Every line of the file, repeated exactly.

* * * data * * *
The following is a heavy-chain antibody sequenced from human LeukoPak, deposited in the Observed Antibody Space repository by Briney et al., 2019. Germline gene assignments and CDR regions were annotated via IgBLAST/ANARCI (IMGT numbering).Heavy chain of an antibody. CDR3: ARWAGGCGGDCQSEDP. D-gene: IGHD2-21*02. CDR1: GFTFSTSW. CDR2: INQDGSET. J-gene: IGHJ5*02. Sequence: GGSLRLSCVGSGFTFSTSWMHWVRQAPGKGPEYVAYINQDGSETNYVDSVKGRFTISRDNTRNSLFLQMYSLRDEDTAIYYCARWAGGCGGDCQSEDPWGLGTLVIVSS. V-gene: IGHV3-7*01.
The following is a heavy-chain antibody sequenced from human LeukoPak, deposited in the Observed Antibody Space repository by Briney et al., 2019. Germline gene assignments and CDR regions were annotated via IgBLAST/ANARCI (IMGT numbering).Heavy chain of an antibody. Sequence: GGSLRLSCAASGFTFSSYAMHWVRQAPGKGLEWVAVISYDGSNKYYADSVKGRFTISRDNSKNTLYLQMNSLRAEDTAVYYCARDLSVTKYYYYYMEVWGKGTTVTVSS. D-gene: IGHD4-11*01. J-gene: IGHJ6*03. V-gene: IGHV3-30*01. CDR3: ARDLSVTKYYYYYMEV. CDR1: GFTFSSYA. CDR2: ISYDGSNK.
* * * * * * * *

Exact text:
The following is a heavy-chain antibody sequenced from human LeukoPak, deposited in the Observed Antibody Space repository by Briney et al., 2019. Germline gene assignments and CDR regions were annotated via IgBLAST/ANARCI (IMGT numbering).Heavy chain of an antibody. CDR3: ARWAGGCGGDCQSEDP. D-gene: IGHD2-21*02. CDR1: GFTFSTSW. CDR2: INQDGSET. J-gene: IGHJ5*02. Sequence: GGSLRLSCVGSGFTFSTSWMHWVRQAPGKGPEYVAYINQDGSETNYVDSVKGRFTISRDNTRNSLFLQMYSLRDEDTAIYYCARWAGGCGGDCQSEDPWGLGTLVIVSS. V-gene: IGHV3-7*01.
The following is a heavy-chain antibody sequenced from human LeukoPak, deposited in the Observed Antibody Space repository by Briney et al., 2019. Germline gene assignments and CDR regions were annotated via IgBLAST/ANARCI (IMGT numbering).Heavy chain of an antibody. Sequence: GGSLRLSCAASGFTFSSYAMHWVRQAPGKGLEWVAVISYDGSNKYYADSVKGRFTISRDNSKNTLYLQMNSLRAEDTAVYYCARDLSVTKYYYYYMEVWGKGTTVTVSS. D-gene: IGHD4-11*01. J-gene: IGHJ6*03. V-gene: IGHV3-30*01. CDR3: ARDLSVTKYYYYYMEV. CDR1: GFTFSSYA. CDR2: ISYDGSNK.